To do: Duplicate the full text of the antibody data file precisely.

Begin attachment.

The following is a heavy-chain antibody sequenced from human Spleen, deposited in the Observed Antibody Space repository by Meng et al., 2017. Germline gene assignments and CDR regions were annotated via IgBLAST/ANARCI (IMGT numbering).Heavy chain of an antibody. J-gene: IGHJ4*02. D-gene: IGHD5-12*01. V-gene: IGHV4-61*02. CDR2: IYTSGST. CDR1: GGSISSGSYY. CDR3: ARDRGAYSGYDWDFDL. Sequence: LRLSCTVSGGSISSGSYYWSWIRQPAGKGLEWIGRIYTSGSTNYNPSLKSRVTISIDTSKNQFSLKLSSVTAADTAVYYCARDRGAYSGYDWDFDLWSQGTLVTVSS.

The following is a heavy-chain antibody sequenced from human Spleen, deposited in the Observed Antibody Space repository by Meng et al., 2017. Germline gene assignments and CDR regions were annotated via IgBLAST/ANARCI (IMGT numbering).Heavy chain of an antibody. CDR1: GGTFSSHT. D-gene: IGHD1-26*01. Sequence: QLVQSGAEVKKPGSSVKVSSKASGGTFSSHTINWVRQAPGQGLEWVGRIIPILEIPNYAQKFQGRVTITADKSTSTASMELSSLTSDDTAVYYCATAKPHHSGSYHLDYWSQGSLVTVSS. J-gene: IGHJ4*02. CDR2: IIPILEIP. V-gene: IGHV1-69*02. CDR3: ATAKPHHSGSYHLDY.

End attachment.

The following is a heavy-chain antibody sequenced from human Spleen, deposited in the Observed Antibody Space repository by Meng et al., 2017. Germline gene assignments and CDR regions were annotated via IgBLAST/ANARCI (IMGT numbering).Heavy chain of an antibody. J-gene: IGHJ4*02. D-gene: IGHD5-12*01. V-gene: IGHV4-61*02. CDR2: IYTSGST. CDR1: GGSISSGSYY. CDR3: ARDRGAYSGYDWDFDL. Sequence: LRLSCTVSGGSISSGSYYWSWIRQPAGKGLEWIGRIYTSGSTNYNPSLKSRVTISIDTSKNQFSLKLSSVTAADTAVYYCARDRGAYSGYDWDFDLWSQGTLVTVSS.

The following is a heavy-chain antibody sequenced from human Spleen, deposited in the Observed Antibody Space repository by Meng et al., 2017. Germline gene assignments and CDR regions were annotated via IgBLAST/ANARCI (IMGT numbering).Heavy chain of an antibody. CDR1: GGTFSSHT. D-gene: IGHD1-26*01. Sequence: QLVQSGAEVKKPGSSVKVSSKASGGTFSSHTINWVRQAPGQGLEWVGRIIPILEIPNYAQKFQGRVTITADKSTSTASMELSSLTSDDTAVYYCATAKPHHSGSYHLDYWSQGSLVTVSS. J-gene: IGHJ4*02. CDR2: IIPILEIP. V-gene: IGHV1-69*02. CDR3: ATAKPHHSGSYHLDY.